'family' means different things at different times to different people. For some 'family' includes everyone they are related to. To others, partner and children. Often the term 'immediate family' is used to indicate those with the closest relationship. If someone told me 'I live with my family' I wouldn't know what, exactly, they meant though I'd have an idea of the possibilities. Similarly, if someone said 'My family lives in Manchester' that would be unclear. 'My family comes from Manchester' is clearer.
If an unmarried person is going to visit their family it might well signify parents. Though others might not regard it as completely 'family' unless siblings were present too. And if it's the 'whole family' then there are likely to be cousins of various degrees. Safer, I think, to avoid 'family' until you and the other person have a clear understanding. What's wrong with saying 'wife and children', 'parents' or whatever?

John Dean
Oxford
Hello, I have been staying in Germany for the last few months. I am not sure if the way I ... the first form of questioning appropriate? Is it common? Would the first form of questioning be correct in written English?

'family' means different things at different times to different people. For some 'family' includes everyone they are related to. To others, partner and children. Often the term 'immediate family' is used to indicate those with the closest relationship. If someone told me 'I live with my family' I wouldn't know what, exactly, they meant though I'd have an idea of the possibilities. Similarly, if someone said 'My family lives in Manchester' that would be unclear. 'My family comes from Manchester' is clearer.
If an unmarried person is going to visit their family it might well signify parents. Though others might not regard it as completely 'family' unless siblings were present too. And if it's the 'whole family' then there are likely to be cousins of various degrees. Safer, I think, to avoid 'family' until you and the other person have a clear understanding. What's wrong with saying 'wife and children', 'parents' or whatever?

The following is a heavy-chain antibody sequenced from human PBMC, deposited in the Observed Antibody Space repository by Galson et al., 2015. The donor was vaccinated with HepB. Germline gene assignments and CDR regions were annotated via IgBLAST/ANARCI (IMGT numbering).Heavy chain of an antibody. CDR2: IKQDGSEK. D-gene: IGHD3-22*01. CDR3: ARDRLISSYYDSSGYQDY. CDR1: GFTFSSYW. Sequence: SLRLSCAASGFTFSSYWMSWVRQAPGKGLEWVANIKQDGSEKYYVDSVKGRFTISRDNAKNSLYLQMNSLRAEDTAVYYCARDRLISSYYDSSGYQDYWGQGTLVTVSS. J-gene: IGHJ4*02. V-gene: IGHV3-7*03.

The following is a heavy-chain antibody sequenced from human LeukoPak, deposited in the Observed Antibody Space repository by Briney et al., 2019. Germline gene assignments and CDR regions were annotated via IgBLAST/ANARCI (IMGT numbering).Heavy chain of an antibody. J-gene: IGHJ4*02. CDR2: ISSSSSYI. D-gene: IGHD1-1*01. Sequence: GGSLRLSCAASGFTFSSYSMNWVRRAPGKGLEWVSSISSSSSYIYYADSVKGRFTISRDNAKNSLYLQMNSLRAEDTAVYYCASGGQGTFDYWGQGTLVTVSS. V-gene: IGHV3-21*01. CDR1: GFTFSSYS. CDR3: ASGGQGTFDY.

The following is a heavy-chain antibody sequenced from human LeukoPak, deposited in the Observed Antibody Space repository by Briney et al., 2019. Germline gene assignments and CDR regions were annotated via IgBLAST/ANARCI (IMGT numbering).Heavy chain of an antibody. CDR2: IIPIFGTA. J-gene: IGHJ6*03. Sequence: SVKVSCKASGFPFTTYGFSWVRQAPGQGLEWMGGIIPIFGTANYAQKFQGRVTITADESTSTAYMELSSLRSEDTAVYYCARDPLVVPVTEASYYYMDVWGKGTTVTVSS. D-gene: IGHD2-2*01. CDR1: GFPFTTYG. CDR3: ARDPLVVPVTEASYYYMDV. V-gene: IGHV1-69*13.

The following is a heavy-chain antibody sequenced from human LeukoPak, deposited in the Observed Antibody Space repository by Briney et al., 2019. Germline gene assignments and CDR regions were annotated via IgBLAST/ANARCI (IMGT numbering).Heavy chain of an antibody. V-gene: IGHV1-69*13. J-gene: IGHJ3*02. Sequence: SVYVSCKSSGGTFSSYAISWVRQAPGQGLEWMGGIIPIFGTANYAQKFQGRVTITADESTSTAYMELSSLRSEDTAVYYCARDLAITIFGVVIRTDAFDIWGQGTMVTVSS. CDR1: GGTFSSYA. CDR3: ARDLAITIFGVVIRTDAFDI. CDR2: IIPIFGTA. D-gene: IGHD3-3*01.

John Dean
Oxford
Hello, I have been staying in Germany for the last few months. I am not sure if the way I ... the first form of questioning appropriate? Is it common? Would the first form of questioning be correct in written English?

'family' means different things at different times to different people. For some 'family' includes everyone they are related to. To others, partner and children. Often the term 'immediate family' is used to indicate those with the closest relationship. If someone told me 'I live with my family' I wouldn't know what, exactly, they meant though I'd have an idea of the possibilities. Similarly, if someone said 'My family lives in Manchester' that would be unclear. 'My family comes from Manchester' is clearer.
If an unmarried person is going to visit their family it might well signify parents. Though others might not regard it as completely 'family' unless siblings were present too. And if it's the 'whole family' then there are likely to be cousins of various degrees. Safer, I think, to avoid 'family' until you and the other person have a clear understanding. What's wrong with saying 'wife and children', 'parents' or whatever?